howled with inarticulate anguish

marveling at his strength. [424]


Toward the mighty man his comrades Ant. 11

were stretching out their hands and casting

crowns of leaves over him

as they greeted him with kindly words.

And straightaway the wondrous son of Helios

told them where Phrixos' sacrificial knife

had spread the resplendent pelt,

but hoped he would at least fail

to accomplish that task. For it lay

within a thicket near

the ravenous jaws of a dragon

which, in length and breadth, exceeded

a fifty-oared ship

wrought by iron-nailing blows. [438]


Returning home by the highway is too long; Ep. 11

for time is pressing me

and I know a short path:

for many others I lead the way in skill.

The glaring-eyed snake with speckled back,

O Archesilaus, he slew by cunning,

and stole with her own help Medea,

the assassin of Pelias.

They came amid the immensity of Ocean,

and the Red Sea,

and the race of manslaughtering Lemnian women:

there in contests of their limbs

they showed their strength for a prize cloak, [451]


and slept with them. In foreign Str. 12

furrows then the destined days or nights

prosperously received the seed

of your family's splendor:

for there Euphemus' race was planted

to tower up forever;

and after sharing Spartan homes and ways

they settled in time on the island

once called "Fairest;"

from there the son of Leto granted

you the plain of Libya to enrich

by favor of the gods

and the holy city of golden-throned

Cyrene to govern, [465]


you who contrived a craft of right counsel. Ant. 12

Know now the wisdom of Oedipus:

if someone with a sharp-bladed axe

lops off the branches of a mighty oak

and mars its marvelous form,

though desolate of fruit,

it still gives testimony of itself,

if ever it comes at last

to feed the winter fire,

or if, laid as lintel

for a master's upright columns,

it carries on despairing toil

within an alien city wall,

having left its own place empty. [479]


But you're the most appropriate physician Ep. 12

and Paeans honor you with healing light.

One must apply a soothing hand

to tend an ulcerous wound.

It's easy for the almost impotent

to shake a city;

to set it back in place again

is grinding conflict,

unless a god will suddenly

become a steersman for its leaders.

For you is woven out this web of favors.

Take heart to lavish full devotion

on divinely blessed Cyrene. [492]


Of all Homer’s sayings this one Str. 13

lay to mind and heed:

a noble messenger, he said,

bestows the greatest honor to each office;

even the Muse grows strong by true report.

Cyrene and the most illustrious house of Battus

have come to know the upright mind

of Damophilus. For that man—

a youth among boys,

but in counsels an elder

who's gained a hundred years of life—

bereaves an evil tongue

of lucid voice,

but has learned to hate the violent, [506]


not clashing with the noble Ant. 13

or drawing out the end of any action.

Brief is the span, for men,

of opportunity. He knows it well;

like an attendant, not a drudge, he follows it.

They say this is the sharpest pain:

to recognize the good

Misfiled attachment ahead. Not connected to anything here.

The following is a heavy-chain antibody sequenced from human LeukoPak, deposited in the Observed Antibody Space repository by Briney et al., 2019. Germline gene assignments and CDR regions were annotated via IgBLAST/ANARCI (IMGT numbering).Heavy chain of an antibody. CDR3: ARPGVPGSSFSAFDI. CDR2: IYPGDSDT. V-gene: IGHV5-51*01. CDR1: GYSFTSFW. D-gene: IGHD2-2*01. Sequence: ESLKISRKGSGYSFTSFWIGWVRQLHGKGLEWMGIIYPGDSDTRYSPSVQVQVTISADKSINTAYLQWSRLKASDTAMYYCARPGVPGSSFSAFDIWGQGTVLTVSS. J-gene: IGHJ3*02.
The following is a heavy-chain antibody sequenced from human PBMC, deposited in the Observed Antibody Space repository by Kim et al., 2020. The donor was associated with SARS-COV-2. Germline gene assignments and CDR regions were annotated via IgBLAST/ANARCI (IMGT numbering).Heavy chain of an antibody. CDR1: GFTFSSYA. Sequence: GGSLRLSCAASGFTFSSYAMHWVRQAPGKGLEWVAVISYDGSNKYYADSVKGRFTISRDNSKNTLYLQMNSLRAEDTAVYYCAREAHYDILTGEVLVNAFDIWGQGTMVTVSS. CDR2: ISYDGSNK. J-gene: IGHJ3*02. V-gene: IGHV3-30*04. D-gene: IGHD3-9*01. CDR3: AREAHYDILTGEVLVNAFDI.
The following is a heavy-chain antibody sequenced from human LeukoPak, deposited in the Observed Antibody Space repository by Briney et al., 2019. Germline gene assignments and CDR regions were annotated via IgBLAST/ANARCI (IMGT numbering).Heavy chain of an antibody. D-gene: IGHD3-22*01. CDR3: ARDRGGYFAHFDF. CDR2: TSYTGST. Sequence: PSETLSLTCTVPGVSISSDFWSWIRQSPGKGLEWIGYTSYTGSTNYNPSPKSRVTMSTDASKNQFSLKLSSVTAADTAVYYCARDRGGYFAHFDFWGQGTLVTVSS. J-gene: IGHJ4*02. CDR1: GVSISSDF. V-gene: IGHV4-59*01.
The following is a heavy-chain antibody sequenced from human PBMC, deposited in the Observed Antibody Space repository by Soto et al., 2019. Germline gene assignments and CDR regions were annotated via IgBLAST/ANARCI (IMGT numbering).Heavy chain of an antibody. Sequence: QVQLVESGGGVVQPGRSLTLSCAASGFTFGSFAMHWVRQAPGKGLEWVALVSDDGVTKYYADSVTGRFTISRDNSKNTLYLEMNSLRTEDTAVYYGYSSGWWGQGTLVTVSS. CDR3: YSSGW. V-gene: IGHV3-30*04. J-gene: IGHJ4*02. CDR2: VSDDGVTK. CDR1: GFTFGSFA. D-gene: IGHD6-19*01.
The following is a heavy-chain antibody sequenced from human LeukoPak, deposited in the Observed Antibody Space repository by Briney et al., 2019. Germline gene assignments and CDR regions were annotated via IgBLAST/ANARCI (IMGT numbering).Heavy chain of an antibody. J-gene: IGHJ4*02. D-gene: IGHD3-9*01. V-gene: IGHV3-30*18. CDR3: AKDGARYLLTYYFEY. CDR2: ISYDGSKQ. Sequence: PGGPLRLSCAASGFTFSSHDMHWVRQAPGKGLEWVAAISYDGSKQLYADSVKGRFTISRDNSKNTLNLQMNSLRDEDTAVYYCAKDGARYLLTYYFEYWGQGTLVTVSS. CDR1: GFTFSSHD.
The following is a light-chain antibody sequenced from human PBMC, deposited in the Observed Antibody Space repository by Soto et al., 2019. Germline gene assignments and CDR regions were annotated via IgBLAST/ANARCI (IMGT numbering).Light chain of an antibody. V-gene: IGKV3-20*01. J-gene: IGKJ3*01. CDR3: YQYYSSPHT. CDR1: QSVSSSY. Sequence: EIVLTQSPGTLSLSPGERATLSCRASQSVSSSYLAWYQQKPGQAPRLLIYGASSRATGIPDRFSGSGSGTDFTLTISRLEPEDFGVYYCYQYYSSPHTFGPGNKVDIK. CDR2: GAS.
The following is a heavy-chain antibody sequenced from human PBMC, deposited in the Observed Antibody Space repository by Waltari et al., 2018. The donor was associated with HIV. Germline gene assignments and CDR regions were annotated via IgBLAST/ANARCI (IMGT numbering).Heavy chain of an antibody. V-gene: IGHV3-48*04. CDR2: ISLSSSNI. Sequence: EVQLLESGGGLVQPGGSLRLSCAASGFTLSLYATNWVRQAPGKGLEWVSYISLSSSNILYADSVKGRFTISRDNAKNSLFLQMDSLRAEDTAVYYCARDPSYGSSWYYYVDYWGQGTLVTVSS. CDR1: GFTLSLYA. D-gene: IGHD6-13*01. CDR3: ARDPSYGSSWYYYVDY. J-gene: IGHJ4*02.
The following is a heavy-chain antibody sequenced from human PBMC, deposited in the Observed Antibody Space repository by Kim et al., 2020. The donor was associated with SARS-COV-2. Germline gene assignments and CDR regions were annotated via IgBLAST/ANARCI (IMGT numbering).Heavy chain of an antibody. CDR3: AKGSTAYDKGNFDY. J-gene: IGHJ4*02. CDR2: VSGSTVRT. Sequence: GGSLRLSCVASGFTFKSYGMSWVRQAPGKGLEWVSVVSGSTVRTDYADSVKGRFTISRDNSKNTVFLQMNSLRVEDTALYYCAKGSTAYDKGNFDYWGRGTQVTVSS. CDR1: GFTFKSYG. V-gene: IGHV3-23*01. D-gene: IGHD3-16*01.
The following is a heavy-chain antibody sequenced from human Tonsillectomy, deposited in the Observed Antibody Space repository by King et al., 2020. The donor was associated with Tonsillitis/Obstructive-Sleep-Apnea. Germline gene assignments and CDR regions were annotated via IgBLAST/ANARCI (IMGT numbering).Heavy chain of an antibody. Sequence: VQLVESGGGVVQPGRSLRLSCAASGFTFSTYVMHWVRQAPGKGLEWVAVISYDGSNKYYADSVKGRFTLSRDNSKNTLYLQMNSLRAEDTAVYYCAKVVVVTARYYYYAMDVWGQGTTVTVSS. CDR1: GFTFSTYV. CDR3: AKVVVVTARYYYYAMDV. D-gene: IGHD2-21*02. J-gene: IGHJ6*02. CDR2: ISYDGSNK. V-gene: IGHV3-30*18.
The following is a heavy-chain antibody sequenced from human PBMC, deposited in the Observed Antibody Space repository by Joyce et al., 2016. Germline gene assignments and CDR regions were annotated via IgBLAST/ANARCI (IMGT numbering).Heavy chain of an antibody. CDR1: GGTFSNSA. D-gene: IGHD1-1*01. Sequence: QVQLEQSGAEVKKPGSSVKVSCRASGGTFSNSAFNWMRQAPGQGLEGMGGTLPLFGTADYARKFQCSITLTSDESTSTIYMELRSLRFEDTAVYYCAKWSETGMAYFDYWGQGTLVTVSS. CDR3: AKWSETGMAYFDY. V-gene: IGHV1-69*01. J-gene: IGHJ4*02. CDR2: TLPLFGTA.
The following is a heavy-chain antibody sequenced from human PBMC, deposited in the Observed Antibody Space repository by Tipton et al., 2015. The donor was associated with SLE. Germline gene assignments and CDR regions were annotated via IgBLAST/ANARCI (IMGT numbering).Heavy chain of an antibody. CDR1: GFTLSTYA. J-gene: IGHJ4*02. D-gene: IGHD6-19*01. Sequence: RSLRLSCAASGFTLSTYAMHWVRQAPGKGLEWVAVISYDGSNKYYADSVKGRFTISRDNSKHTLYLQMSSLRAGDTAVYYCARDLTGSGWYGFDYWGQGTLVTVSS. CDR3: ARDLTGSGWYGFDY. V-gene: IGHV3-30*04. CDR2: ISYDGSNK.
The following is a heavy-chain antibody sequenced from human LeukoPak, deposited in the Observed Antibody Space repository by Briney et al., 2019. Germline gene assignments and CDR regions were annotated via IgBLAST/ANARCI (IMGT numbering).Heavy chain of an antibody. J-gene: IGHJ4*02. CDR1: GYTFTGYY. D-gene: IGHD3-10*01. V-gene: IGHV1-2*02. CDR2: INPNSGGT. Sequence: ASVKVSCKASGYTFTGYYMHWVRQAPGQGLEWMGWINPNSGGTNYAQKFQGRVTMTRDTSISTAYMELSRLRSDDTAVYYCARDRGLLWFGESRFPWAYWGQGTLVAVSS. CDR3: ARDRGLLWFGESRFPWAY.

but stand outside it by compulsion.

Truly, that man is even now,

like Atlas, wrestling with the sky

apart from fatherland apart from property.

But Zeus eternal freed the Titans;

in passing time,

as winds subside, comes change [520]


of sails. But he prays, Ep. 13

when he's exhausted this accursed affliction,

to see his home one day,

and by the fountain of Apollo,

joining the symposia,

to throw his heart into the joys of youth,

and clasping the richly ornate lyre

among his songwise citizens, to grasp peace,

working harm to none nor suffering it

from his countrymen;

and he could tell, Archesilaus,

what fountain of ambrosial verse he found

when recently a guest at Thebes. [533]


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3 Responses to Pindar Pythian 4 Ode, Arkesilas Chariot Race 462BC

  1. mcohen says:

    Good stuff this.thanks for posting
    “so that he’d finally leave the holy
    island and plant
    a city of fine chariots
    on a chalky breast of earth,”

  2. Barbara Ann says:

    “Hera kindled in these demigods
    allsuasive sweet desire
    for the ship Argo, that none be left behind
    lingering by his mother’s side
    to coddle long a life devoid of danger,
    but to discover with his agemates,
    even at the price of death,
    the fairest way to achieve his own exploits”
    Fabulous. Hera would have her work cut out making Argonauts out of today’s demigods I think.
    A difficult read overall, but my unfamiliarity with the details of the story are solely to blame for that. Great to see more of your work posted here Mr Willett.

  3. mcohen says:

    a parable from ancient times
    a parable written on cloth
    lay before me on the table
    an ancient token of troth
    for those wise and able
    there was a light between the lines
    that shone brightly through
    with this rod one divines
    what is false and what is true
    in a desert land far away
    a man came upon a stream
    in the heat of the day
    of this did I dream
    in the night as i rest
    under a starry sky
    this gift of sight
    is the reason why
    with closed eyes one sees
    when all is still
    a man falling to his knees
    to drink his fill.
    the next day i arose early
    the desert air was cool
    continued on my journey
    to solomon’s pool
    There before me stood a man
    in clothes dusty and worn
    where a stream once ran
    from times before I was born.
    He greeted me with a smile
    like an old friend
    this final mile
    at journey’s end